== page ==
Erin Beasley: (29:20)
and that’s what we do see with the partners that we’re working with. They’re incorporating trees onto agricultural lands. They are incorporating trees into hedgerows in order to slow the wind down. So they’re looking at including trees on lands that are not necessarily forests, um, which is really important, um, and including diverse types of trees for that community component, that’s really important. So we wanna see different types of trees and then sometimes the way that they’re planted is different with Ecosystem Restoration partners around the United States. Many of our partners, if they are planting trees, they’re thinking about doing it in a way that supports the subsoil water and how that can be either redistributed or better absorbed or they’re looking for ways that those trees plantings can be more helpful in the recuperation of the ecosystem functions that are happening on that land. So it’s usually not just planting trees for the sake of the trees themselves, but how they fit in with the rest of the system.
Robert Strock: (30:29)
Yeah. Again, it’s a matter of community. Uh, it’s like a community of trees where you’re, you’re wanting to have the community have a nice mix. And which makes me think of the indigenous people. And I’ve heard from Aboriginal tribes that they plant certain trees that are less likely to burn and that they have some preservation components. And is there some of that as part of ecosystem restoration?
Erin Beasley: (30:53)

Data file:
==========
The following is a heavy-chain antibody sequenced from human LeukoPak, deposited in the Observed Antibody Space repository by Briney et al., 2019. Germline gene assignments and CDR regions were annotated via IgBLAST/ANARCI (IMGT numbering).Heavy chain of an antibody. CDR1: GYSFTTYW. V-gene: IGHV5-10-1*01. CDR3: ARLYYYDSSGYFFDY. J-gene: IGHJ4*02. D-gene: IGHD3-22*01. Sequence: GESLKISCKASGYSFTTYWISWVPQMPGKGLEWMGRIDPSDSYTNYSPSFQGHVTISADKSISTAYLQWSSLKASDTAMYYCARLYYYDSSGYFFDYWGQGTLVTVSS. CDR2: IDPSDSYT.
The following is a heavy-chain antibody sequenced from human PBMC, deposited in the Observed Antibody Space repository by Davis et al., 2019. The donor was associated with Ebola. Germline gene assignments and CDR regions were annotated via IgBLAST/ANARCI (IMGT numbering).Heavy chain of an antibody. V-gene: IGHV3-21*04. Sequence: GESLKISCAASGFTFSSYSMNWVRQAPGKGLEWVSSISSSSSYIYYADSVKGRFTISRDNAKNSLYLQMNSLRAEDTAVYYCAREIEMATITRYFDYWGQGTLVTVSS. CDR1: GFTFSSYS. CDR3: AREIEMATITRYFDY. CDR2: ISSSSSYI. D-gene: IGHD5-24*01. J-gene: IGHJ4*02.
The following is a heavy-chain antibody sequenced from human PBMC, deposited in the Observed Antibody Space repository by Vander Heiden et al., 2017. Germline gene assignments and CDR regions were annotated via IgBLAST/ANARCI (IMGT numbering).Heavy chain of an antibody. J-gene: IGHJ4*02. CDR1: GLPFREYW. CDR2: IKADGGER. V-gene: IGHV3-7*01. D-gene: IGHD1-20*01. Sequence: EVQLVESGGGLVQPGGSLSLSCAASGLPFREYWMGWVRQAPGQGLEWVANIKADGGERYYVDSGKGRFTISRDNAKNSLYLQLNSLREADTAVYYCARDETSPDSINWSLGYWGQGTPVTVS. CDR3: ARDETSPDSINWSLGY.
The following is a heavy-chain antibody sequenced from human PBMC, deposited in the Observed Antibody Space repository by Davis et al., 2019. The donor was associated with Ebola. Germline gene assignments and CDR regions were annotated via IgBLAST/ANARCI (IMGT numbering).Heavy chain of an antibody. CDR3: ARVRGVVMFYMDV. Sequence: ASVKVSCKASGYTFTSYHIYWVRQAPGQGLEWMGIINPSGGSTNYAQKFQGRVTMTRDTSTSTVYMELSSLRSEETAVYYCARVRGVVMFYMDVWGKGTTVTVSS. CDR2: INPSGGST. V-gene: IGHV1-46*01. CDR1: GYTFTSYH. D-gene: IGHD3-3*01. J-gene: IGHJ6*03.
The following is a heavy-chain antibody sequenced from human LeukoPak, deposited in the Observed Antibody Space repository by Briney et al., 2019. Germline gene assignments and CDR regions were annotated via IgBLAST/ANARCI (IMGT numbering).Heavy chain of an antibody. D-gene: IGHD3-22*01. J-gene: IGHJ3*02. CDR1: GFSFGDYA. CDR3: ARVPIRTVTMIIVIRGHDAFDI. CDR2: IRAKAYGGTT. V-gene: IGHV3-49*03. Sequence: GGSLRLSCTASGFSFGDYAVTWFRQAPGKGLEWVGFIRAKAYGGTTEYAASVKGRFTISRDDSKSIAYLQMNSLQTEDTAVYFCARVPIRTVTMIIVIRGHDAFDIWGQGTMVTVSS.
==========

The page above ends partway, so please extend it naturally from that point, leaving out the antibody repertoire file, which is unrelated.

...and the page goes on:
Yes, absolutely. I think that indigenous knowledge and traditional ecological knowledge is one of the most important foundations for understanding and repairing our relationship with nature. And it’s also important for us to remember that that is a living knowledge, um, all around the world. So it’s not a knowledge of the past. It’s a knowledge that, um, is really important for today. One of the global examples of that right, is, is the Amazon Rainforest. Um, I think in the past academic researchers expected that the rainforest was there because it was protected from humans. And within the past 20 years, our knowledge has expanded to understand that that is a forest that was heavily managed by human relationships and, and human understanding of the different species that were there that could benefit both human communities and non-human communities. Um, so there are some really great examples of how human knowledge can be a positive impact in ensuring and expanding the existence of really healthy forests.
Erin Beasley: (32:07)
And I also wanted to mention that some of our partners in the US who work on Ecosystem Restoration have been developing better understanding of cultural competency related to tribes, um, that are in the region where the organization is interested in doing ecosystem restoration and building relationships and building cultural competency to better participate in that landscape in a meaningful way. So we’ve seen relationships, uh, developed with EcoCamp Coyote, right outside of Santa Cruz with partners at Indian Canyon. We’ve seen traditional ecological knowledge be a priority for Camp Paradise, which, um, is in central California, close to Chico. Um, and they’ve done a lot of connections with local tribal members who have been showing the uses for different plants, both for human uses and also for ecological purposes. And we have a partner outside of Boulder at Drylands Agroecology Research, which has partnered with an organization called The Harvest of All First Nations, which partners with Bipoc Communities and tribal communities to recover participation in, uh, traditional food practices. So I think with each of those examples, you really see the importance, uh, and liveliness of how these partnerships can move forward to support both people and restoration.